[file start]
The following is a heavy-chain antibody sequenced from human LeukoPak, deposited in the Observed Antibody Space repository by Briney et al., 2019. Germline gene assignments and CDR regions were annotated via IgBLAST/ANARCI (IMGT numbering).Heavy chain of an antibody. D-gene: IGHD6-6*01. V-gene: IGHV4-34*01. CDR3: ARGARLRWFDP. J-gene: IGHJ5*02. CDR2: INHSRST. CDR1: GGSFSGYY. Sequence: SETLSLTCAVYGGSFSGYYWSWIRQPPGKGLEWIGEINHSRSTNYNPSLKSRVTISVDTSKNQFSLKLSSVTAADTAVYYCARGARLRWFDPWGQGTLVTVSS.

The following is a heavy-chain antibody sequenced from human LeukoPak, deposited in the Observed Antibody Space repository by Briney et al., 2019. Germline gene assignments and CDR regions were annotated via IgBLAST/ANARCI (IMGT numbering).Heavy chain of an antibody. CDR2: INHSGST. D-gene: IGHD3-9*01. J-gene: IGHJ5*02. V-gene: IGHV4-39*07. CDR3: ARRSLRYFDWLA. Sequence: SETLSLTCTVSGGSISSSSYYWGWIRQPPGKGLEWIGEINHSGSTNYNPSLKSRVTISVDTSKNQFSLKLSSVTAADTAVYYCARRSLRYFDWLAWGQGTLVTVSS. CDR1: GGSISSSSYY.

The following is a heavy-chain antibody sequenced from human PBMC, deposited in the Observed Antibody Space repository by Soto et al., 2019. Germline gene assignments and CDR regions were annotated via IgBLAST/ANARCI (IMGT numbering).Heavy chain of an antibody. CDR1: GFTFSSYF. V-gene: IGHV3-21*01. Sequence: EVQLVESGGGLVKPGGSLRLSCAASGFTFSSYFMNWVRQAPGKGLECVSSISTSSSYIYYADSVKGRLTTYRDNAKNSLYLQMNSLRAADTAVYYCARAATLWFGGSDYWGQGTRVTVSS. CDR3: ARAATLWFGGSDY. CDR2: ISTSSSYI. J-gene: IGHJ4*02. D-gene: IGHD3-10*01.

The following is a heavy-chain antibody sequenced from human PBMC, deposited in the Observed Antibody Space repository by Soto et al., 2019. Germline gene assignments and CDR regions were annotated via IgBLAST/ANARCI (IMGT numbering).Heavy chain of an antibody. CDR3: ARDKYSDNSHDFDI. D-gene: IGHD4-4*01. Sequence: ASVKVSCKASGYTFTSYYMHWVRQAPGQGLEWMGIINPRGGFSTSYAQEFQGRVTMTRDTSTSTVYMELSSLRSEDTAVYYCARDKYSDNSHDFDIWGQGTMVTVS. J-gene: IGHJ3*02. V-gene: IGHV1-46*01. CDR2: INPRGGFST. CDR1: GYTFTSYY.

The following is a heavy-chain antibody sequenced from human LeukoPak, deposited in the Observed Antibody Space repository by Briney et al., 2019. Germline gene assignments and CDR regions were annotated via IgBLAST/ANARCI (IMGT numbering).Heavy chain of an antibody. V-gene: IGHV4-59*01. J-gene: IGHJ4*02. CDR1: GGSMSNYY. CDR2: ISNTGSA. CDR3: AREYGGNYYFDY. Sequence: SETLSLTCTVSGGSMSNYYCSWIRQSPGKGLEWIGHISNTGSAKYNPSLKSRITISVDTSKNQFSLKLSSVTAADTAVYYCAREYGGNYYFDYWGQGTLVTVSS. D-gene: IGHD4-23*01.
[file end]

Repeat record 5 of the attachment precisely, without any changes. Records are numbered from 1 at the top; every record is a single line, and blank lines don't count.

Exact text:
The following is a heavy-chain antibody sequenced from human LeukoPak, deposited in the Observed Antibody Space repository by Briney et al., 2019. Germline gene assignments and CDR regions were annotated via IgBLAST/ANARCI (IMGT numbering).Heavy chain of an antibody. V-gene: IGHV4-59*01. J-gene: IGHJ4*02. CDR1: GGSMSNYY. CDR2: ISNTGSA. CDR3: AREYGGNYYFDY. Sequence: SETLSLTCTVSGGSMSNYYCSWIRQSPGKGLEWIGHISNTGSAKYNPSLKSRITISVDTSKNQFSLKLSSVTAADTAVYYCAREYGGNYYFDYWGQGTLVTVSS. D-gene: IGHD4-23*01.